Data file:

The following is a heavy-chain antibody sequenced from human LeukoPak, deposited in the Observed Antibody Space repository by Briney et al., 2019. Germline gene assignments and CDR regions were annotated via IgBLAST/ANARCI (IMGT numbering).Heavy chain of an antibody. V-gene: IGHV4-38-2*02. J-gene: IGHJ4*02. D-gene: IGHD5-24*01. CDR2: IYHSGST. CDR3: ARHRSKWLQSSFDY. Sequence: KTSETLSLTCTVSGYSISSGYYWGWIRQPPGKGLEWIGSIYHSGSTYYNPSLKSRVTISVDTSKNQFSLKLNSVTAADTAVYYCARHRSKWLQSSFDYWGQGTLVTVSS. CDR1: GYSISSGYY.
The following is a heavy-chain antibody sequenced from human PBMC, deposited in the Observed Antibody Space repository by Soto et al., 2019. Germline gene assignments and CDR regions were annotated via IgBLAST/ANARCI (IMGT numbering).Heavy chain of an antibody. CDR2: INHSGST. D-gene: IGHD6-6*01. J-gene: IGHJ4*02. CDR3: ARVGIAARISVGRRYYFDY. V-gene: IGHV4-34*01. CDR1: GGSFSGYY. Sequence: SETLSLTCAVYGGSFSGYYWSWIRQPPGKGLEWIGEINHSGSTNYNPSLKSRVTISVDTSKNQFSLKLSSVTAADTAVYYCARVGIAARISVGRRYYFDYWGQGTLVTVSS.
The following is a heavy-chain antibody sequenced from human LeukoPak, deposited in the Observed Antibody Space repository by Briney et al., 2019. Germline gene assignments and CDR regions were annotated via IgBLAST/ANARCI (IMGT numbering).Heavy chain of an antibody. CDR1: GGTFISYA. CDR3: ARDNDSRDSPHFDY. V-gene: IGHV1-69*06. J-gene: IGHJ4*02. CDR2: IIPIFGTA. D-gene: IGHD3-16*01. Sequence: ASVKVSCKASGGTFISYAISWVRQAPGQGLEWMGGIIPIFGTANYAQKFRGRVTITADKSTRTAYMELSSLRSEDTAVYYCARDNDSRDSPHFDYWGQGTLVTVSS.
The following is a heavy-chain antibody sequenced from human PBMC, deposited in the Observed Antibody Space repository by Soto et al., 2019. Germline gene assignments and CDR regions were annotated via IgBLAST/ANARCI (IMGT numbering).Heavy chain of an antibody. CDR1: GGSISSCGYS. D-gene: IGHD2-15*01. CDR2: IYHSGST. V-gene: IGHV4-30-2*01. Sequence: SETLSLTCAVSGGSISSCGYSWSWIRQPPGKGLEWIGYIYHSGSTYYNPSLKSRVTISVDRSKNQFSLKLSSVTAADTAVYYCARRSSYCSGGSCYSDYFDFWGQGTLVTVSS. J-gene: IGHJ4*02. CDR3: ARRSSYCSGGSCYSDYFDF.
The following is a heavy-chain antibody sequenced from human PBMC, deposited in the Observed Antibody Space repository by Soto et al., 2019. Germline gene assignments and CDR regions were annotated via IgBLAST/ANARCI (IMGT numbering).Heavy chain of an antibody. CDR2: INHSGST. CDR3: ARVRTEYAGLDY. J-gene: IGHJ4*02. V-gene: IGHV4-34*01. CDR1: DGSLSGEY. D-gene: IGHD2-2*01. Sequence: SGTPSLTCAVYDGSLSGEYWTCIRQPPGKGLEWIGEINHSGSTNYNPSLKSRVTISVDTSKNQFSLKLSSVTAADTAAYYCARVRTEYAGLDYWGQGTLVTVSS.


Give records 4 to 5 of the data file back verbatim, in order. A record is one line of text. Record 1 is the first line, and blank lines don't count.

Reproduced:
The following is a heavy-chain antibody sequenced from human PBMC, deposited in the Observed Antibody Space repository by Soto et al., 2019. Germline gene assignments and CDR regions were annotated via IgBLAST/ANARCI (IMGT numbering).Heavy chain of an antibody. CDR1: GGSISSCGYS. D-gene: IGHD2-15*01. CDR2: IYHSGST. V-gene: IGHV4-30-2*01. Sequence: SETLSLTCAVSGGSISSCGYSWSWIRQPPGKGLEWIGYIYHSGSTYYNPSLKSRVTISVDRSKNQFSLKLSSVTAADTAVYYCARRSSYCSGGSCYSDYFDFWGQGTLVTVSS. J-gene: IGHJ4*02. CDR3: ARRSSYCSGGSCYSDYFDF.
The following is a heavy-chain antibody sequenced from human PBMC, deposited in the Observed Antibody Space repository by Soto et al., 2019. Germline gene assignments and CDR regions were annotated via IgBLAST/ANARCI (IMGT numbering).Heavy chain of an antibody. CDR2: INHSGST. CDR3: ARVRTEYAGLDY. J-gene: IGHJ4*02. V-gene: IGHV4-34*01. CDR1: DGSLSGEY. D-gene: IGHD2-2*01. Sequence: SGTPSLTCAVYDGSLSGEYWTCIRQPPGKGLEWIGEINHSGSTNYNPSLKSRVTISVDTSKNQFSLKLSSVTAADTAAYYCARVRTEYAGLDYWGQGTLVTVSS.